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Tuesday, September 11, 2018

The Politicization of the Young Isn’t Cute. It’s Creepy Political Evangelism.

Feeding youngsters with our own convictions or giving them national platforms is problematic for several reasons.

Be it municipal children’s councils or national youth organizations: the effort to promote children in politics is ongoing. To nobody’s surprise, the kids reach the exact conclusions that the adults want them to reach.

The next presidents

“You are the decision makers of the future. You are the ambassadors of your generation.”

These words still echo in my own ears. I’ve personally participated in a large number of youth and student councils, as well as events dedicated to “give a voice to young people”. There isn’t anything wrong with the idea of involving children in the decisions that affect them on a daily basis, but that doesn’t seem to be what we do at all. In reality, children’s parliaments are there for our mere entertainment, so that we can smile at the cuteness of youngsters in suits and call them our future presidents.

Take the example of little Horace from Paris, who made the rounds in French media last year for suggesting that we’d tax Nutella and Coke in order to fund the medical care of the poor. The 10 year-old had participated in an exchange with the children’s parliament, which got him to ask questions to French president Emmanuel Macron. Horace was then promptly invited to TV shows, and Macron was bashed by the public for having laughed off the suggestion.

Of course the idea isn’t of any creative nature: France is already taxing both of those products heavily. Back in 2012, the French government, under president François Hollande, introduced legislation that considerably increased the level of taxation on fatty and unhealthy foods; an interesting perspective knowing that the palm oil contained in Nutella is actually a healthier alternative than trans-fats.

Today, palm oil is taxed at €90/metric ton ($104). As for Coke, France also already taxes soft drinks specifically for the fact that they contain a lot of sugar and can lead to obesity. The soda tax, introduced under president Sarkozy, was increased under both president Hollande and Macron. All of these governments were seemingly unimpressed by the fact that these taxes are regressive, meaning they hit low-income consumers harder than those making more; ironic for a measure that is supposed to help poor people.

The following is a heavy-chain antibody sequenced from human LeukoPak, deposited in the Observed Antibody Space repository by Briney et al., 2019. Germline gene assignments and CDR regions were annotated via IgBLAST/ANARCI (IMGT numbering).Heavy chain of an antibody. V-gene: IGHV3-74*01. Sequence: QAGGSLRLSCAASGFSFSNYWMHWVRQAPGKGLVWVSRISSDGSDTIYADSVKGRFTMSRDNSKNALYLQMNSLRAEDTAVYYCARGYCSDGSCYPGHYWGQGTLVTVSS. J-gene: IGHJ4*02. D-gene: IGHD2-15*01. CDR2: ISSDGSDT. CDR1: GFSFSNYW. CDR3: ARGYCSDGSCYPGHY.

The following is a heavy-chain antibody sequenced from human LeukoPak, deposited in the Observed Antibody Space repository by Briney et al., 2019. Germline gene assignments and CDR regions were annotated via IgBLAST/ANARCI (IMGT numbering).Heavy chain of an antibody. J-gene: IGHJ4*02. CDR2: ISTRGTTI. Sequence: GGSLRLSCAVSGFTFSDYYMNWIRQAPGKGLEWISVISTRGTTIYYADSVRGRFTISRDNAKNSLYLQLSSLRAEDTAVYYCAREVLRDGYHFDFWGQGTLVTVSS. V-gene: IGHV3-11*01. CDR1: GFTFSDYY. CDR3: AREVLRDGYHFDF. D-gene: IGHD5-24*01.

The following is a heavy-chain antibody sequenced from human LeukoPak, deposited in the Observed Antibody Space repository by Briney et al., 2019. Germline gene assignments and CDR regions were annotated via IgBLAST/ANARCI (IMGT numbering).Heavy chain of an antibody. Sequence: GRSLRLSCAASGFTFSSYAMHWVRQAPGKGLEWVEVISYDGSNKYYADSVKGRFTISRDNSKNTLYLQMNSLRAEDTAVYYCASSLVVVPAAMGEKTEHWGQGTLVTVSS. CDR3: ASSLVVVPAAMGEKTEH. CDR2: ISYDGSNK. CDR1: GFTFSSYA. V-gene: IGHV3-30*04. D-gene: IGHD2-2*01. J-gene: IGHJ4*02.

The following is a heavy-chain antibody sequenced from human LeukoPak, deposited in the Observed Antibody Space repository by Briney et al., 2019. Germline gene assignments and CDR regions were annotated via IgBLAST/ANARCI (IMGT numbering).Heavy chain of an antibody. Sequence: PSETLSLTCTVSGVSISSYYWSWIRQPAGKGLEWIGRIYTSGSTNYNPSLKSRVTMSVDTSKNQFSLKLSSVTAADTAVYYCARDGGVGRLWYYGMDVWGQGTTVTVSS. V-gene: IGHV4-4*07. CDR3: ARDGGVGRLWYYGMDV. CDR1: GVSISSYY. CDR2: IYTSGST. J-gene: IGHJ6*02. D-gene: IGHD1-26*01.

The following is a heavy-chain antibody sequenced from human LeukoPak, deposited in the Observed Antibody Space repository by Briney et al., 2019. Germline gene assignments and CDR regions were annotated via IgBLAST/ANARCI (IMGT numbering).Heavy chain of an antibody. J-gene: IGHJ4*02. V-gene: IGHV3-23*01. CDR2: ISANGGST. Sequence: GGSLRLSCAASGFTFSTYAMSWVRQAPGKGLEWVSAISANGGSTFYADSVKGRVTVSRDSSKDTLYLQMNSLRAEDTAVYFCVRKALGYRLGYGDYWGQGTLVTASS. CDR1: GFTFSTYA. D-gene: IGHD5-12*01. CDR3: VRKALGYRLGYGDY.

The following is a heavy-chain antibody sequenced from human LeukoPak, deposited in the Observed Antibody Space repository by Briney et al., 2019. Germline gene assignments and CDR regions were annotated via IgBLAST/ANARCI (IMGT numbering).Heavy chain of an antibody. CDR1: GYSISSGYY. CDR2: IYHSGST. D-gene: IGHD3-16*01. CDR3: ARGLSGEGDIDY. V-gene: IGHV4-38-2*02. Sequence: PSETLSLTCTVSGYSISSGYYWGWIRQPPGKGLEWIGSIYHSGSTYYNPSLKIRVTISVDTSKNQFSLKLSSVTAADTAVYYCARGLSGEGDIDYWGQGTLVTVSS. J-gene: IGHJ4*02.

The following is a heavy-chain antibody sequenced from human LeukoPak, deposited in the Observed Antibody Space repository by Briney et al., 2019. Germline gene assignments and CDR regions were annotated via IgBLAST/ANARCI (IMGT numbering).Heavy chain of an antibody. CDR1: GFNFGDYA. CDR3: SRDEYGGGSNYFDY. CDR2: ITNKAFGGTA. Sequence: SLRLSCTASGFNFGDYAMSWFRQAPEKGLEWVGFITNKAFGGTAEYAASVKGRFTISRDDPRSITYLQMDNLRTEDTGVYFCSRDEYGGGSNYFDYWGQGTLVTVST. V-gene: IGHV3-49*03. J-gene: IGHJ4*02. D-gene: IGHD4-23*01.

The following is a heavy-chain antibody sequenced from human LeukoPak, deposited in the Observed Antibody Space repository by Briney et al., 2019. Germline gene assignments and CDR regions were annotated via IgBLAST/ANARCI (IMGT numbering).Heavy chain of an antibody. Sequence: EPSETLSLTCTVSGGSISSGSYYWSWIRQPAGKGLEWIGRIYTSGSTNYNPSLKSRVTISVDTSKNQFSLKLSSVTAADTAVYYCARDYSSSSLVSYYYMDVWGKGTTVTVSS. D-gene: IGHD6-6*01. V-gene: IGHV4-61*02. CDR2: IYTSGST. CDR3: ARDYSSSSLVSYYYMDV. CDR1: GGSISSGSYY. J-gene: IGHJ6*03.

So by any standard, the demands of the nationally televised 10 year-old were already reality, and by no means a result of his own thinking. This is what makes child parliaments creepy rather than cute: it’s adults making their demands acceptable because their children repeat them. If you don’t believe it, just imagine for a second what sort of reaction there would have been, had 10 year-old Horace demanded abolishing the minimum wage. In the unlikely event of it being broadcasted, an outcry would have emerged over the influence of a “neoliberal adult over an exploited child”. The double standard isn’t too far-fetched of a possibility.

Take the 2018 Key Messages from the joint cabinet meeting between the Children’s Parliament of Scotland and the Scottish government.

Here are just two examples from the said document:

  • “There is a lot of gender stereotyping in adverts, packaging, toys and clothing and it would be better if more things were gender neutral or didn’t promote stereotypes.”
  • “Children’s rights are the things that keep children healthy, happy and safe and they’re all in the UNCRC (United Nations Convention on the Rights of the Child).”

Call it a hunch, but thinking that a group of 9 year-olds is naturally worried about the intricacies of gender-stereotyping by the toy industry, as well as the respect of a 1989 UN convention, is fairly naive. If a libertarian organization were to gather a group of kids and made them endorse the gold standard and defunding the United Nations, they would rightfully be laughed at, but when we organize through public funds, it makes sense to everyone? Where’s the consistency?